Please be aware that this is an old post, more than one year old, so you might need to look for an updated version of this article either on this site or using your favourite search engine.
Note: Please note that this is just a post to express something within my head, you may agree or don't agree with it, but this does not make you nor me wrong. We just have our own ideas.
Every single post I ever read about "Docker best practice" talked about two main points, having a smaller image and having a single service image.
Having a smaller image, is something you can easily achieve by using Alpine Linux as your image base, and trust me not everyone is ready or want to do that I worked with people who switched to Ubuntu at the first problem they faced with Alpine, but now even Ubuntu have a smaller image, not as small as alpine btw.
Again, for each case there is a case where you cant have a minimal image, check "Building a very minimal Docker image for Ruby is very hard." via \@codeship
Meanwhile, having a single service image is not something you can easily achieve, yes it is easy to do it with Nodejs or even Python (if am not mistaken), but when it comes to PHP you will always need something like Apache or Nginx to be installed within your image, and yes there are two types of people here, one who said no you can have everything separated and one who said why the hassle just have them in one image.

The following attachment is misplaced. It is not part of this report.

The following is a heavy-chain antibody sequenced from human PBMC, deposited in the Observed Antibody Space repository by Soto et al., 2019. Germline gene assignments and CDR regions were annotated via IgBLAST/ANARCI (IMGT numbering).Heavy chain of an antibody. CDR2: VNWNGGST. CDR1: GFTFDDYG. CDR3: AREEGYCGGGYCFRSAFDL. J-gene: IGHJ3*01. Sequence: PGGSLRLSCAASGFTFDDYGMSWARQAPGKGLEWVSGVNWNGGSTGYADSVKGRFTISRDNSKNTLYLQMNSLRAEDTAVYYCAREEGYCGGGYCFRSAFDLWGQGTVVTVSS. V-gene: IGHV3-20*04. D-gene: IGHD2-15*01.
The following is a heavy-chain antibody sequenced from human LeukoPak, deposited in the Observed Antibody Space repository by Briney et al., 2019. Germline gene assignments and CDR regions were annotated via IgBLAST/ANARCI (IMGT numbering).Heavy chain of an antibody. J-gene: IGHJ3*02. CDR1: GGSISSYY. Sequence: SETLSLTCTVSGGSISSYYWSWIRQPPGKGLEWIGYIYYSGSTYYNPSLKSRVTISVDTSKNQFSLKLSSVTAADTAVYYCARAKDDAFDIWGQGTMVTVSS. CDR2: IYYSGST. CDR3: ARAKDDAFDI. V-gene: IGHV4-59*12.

In my experience having PHP + Web server (Apache or Nginx) in the same image is not a big deal, and yes you can consider it as the best practice at the end there are other factors you will need to think of when building/deploying your images.
For example, when they said you should build a smaller image, they want to speed up your build/deploy time, not space, nowadays space is cheap but deploying fast is not. So you can think of this in the same way, it will take extra time to build/deploy two images than building/deploying one.
Also remember, the Web server needs to have access to your public folder, so if you are building two images, you will need to pull some of your code to the web server image, which may cause rare issues when one of the images fail to deploy (especially the web server one as it will hold the assets), meanwhile the code image was deployed.
This can be nice locally when you are developing your app on your machine, but in reality it's not nice.
Am not going over scalability as this topic may be different based on the orchestration you will use.
So in general, don't hold your self on the idea that your PHP image has Nginx/Apache within it, it is what it is, so just do it and move on.